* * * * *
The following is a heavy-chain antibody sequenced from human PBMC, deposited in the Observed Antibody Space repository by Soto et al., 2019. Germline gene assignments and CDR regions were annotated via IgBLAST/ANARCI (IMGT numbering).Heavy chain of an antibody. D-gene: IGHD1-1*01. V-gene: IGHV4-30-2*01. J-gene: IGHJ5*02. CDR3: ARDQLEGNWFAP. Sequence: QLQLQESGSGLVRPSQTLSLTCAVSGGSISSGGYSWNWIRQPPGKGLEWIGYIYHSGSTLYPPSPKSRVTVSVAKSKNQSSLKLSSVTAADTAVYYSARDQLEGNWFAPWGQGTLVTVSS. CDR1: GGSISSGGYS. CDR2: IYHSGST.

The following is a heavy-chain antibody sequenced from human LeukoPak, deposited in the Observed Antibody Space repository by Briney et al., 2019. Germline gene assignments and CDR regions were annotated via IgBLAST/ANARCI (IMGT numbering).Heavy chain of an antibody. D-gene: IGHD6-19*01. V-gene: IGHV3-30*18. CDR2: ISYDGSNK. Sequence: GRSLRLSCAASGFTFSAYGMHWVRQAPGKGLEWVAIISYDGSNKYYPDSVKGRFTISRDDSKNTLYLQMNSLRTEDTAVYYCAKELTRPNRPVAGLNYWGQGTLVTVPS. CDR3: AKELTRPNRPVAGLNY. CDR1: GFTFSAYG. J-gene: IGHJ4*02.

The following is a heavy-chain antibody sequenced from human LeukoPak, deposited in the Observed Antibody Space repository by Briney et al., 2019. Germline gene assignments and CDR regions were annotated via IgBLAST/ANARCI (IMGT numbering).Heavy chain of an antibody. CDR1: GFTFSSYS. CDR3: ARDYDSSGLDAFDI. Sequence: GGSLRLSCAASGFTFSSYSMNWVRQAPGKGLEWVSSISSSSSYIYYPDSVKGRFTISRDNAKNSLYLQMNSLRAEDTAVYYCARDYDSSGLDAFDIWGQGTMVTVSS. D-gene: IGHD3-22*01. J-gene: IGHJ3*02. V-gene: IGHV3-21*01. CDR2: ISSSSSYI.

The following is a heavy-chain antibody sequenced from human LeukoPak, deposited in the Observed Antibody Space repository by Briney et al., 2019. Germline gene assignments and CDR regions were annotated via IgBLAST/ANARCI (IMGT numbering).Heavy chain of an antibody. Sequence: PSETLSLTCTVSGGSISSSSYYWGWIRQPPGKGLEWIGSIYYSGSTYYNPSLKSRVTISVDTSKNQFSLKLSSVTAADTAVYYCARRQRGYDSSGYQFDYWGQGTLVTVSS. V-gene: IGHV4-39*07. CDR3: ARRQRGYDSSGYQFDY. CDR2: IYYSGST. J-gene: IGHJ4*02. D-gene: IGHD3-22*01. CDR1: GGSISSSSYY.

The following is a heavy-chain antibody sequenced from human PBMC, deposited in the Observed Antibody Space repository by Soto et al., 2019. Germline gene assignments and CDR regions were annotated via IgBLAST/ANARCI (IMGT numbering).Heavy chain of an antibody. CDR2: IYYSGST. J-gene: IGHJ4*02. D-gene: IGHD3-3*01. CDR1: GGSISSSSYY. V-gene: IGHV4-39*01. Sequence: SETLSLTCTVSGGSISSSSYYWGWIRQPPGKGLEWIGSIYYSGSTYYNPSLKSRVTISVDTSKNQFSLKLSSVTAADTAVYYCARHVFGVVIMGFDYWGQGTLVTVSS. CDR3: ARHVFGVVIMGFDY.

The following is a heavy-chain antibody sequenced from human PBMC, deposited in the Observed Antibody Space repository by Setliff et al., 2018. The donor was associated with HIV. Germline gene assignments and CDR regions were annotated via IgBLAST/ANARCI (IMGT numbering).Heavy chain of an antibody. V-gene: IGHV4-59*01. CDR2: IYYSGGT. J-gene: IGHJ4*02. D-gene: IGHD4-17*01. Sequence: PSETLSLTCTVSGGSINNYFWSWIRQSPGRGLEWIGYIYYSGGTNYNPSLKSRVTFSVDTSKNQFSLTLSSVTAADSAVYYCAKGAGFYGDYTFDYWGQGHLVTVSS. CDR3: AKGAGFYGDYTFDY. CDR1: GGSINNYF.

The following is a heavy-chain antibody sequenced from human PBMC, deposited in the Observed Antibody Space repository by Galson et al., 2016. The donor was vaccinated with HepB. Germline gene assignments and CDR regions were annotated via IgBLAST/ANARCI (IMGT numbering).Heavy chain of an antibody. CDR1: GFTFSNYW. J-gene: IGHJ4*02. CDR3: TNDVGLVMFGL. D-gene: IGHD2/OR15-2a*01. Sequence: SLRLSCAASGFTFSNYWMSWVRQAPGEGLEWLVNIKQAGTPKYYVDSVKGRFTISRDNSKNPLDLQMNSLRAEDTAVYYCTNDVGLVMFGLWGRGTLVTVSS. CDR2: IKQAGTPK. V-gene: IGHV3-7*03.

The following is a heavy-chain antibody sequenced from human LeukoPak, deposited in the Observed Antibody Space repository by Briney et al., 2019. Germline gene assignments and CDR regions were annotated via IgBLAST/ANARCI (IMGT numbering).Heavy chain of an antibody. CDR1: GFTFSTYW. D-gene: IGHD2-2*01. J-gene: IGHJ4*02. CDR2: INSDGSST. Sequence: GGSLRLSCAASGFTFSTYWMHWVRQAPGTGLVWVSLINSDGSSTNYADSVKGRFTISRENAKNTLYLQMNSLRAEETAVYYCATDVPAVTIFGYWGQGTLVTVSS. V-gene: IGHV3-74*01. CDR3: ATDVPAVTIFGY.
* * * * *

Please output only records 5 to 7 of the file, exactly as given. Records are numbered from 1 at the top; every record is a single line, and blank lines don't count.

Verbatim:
The following is a heavy-chain antibody sequenced from human PBMC, deposited in the Observed Antibody Space repository by Soto et al., 2019. Germline gene assignments and CDR regions were annotated via IgBLAST/ANARCI (IMGT numbering).Heavy chain of an antibody. CDR2: IYYSGST. J-gene: IGHJ4*02. D-gene: IGHD3-3*01. CDR1: GGSISSSSYY. V-gene: IGHV4-39*01. Sequence: SETLSLTCTVSGGSISSSSYYWGWIRQPPGKGLEWIGSIYYSGSTYYNPSLKSRVTISVDTSKNQFSLKLSSVTAADTAVYYCARHVFGVVIMGFDYWGQGTLVTVSS. CDR3: ARHVFGVVIMGFDY.

The following is a heavy-chain antibody sequenced from human PBMC, deposited in the Observed Antibody Space repository by Setliff et al., 2018. The donor was associated with HIV. Germline gene assignments and CDR regions were annotated via IgBLAST/ANARCI (IMGT numbering).Heavy chain of an antibody. V-gene: IGHV4-59*01. CDR2: IYYSGGT. J-gene: IGHJ4*02. D-gene: IGHD4-17*01. Sequence: PSETLSLTCTVSGGSINNYFWSWIRQSPGRGLEWIGYIYYSGGTNYNPSLKSRVTFSVDTSKNQFSLTLSSVTAADSAVYYCAKGAGFYGDYTFDYWGQGHLVTVSS. CDR3: AKGAGFYGDYTFDY. CDR1: GGSINNYF.

The following is a heavy-chain antibody sequenced from human PBMC, deposited in the Observed Antibody Space repository by Galson et al., 2016. The donor was vaccinated with HepB. Germline gene assignments and CDR regions were annotated via IgBLAST/ANARCI (IMGT numbering).Heavy chain of an antibody. CDR1: GFTFSNYW. J-gene: IGHJ4*02. CDR3: TNDVGLVMFGL. D-gene: IGHD2/OR15-2a*01. Sequence: SLRLSCAASGFTFSNYWMSWVRQAPGEGLEWLVNIKQAGTPKYYVDSVKGRFTISRDNSKNPLDLQMNSLRAEDTAVYYCTNDVGLVMFGLWGRGTLVTVSS. CDR2: IKQAGTPK. V-gene: IGHV3-7*03.